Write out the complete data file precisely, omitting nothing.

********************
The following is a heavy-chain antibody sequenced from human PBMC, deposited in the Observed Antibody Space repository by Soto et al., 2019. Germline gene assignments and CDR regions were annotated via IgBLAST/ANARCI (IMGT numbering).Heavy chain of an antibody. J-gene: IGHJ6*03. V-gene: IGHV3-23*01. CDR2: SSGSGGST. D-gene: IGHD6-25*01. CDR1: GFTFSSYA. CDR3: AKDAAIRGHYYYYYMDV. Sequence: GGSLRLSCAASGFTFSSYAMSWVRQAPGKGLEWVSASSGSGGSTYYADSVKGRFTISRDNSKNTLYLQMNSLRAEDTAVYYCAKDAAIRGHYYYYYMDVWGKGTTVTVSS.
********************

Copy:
The following is a heavy-chain antibody sequenced from human PBMC, deposited in the Observed Antibody Space repository by Soto et al., 2019. Germline gene assignments and CDR regions were annotated via IgBLAST/ANARCI (IMGT numbering).Heavy chain of an antibody. J-gene: IGHJ6*03. V-gene: IGHV3-23*01. CDR2: SSGSGGST. D-gene: IGHD6-25*01. CDR1: GFTFSSYA. CDR3: AKDAAIRGHYYYYYMDV. Sequence: GGSLRLSCAASGFTFSSYAMSWVRQAPGKGLEWVSASSGSGGSTYYADSVKGRFTISRDNSKNTLYLQMNSLRAEDTAVYYCAKDAAIRGHYYYYYMDVWGKGTTVTVSS.